"It's a done deal," a senior Vatican official told TIME on Tuesday, after days of rumors that the American was emerging as the frontrunner. "This was a decision directly from the Pope. Levada was already asked, and has accepted. If it ends up not happening, it means somebody got to [the Pope] and convinced him to change his mind."
If the Vatican confirms the appointment in the coming days, Levada, 68, would become the man responsible for overseeing all moral and theological matters for the Holy Father, who himself headed what as once called the Holy Office for 24 years up until his election last month as pontiff. If named, Levada would by all accounts become the most influential American ever in the Roman Catholic hierarchy.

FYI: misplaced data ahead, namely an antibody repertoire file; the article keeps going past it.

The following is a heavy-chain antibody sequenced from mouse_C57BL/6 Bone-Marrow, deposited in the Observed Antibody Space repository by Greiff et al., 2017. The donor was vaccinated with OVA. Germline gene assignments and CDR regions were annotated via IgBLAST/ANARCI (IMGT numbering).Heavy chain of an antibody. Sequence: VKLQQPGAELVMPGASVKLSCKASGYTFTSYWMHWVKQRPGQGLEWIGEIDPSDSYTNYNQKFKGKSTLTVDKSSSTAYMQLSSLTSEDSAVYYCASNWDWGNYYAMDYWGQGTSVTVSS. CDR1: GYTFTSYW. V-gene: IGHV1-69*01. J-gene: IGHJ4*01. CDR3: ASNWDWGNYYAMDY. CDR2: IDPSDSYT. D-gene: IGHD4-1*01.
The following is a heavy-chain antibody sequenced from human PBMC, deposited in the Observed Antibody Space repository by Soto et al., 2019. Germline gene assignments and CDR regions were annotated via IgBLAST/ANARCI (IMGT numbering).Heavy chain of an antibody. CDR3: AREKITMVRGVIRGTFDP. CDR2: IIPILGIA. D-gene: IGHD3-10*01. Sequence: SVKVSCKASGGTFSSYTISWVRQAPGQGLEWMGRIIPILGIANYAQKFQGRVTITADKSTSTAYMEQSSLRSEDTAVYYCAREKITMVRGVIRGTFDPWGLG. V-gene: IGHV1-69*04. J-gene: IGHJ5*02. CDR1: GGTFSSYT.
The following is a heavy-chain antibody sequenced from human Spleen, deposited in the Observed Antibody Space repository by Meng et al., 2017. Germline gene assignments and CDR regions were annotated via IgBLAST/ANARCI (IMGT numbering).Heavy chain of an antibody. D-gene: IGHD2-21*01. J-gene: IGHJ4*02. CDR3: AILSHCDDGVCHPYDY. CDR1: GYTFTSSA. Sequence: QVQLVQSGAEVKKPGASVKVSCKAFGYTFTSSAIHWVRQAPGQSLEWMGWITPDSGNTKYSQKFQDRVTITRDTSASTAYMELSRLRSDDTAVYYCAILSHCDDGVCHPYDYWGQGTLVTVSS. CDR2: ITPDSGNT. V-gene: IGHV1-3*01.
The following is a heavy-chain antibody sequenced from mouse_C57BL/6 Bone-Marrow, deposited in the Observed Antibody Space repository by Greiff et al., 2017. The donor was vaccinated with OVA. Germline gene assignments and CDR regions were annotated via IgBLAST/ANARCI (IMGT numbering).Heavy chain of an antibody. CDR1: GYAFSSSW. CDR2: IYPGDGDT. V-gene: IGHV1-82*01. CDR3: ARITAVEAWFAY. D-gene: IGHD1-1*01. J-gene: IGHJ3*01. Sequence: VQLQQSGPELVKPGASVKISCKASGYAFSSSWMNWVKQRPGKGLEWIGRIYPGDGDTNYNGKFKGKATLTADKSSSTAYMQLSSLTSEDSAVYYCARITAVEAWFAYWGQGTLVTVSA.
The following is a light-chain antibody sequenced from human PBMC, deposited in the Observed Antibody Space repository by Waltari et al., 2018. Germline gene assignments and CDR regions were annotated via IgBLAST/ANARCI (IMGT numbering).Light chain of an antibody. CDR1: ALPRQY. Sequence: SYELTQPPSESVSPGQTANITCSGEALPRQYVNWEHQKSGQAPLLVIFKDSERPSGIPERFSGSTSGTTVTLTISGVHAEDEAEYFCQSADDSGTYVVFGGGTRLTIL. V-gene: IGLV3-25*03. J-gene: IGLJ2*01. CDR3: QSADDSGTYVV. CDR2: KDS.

Another Vatican source said the former Cardinal Ratzinger and Levada had built what he called a "hidden friendship" over the years outside of the Roman power circles, dating back to the period the American spent as a mid-level official in the Congregation for the Doctrine of the Faith in the early 1980s. "They would go to dinner together," the source said. "This is someone the Pope thinks he can work closely with."
Levada currently serves as one of four archbishop consulting members of the Congregation. If named to head the office, he would become a Cardinal the next time a new batch were promoted to the title. The Congregation oversees all issues related to theology and the maintenance of Church orthodoxy. In his nearly quarter-century in the post, Cardinal Ratzinger became a lightening rod for reformist critics of John Paul II's papacy.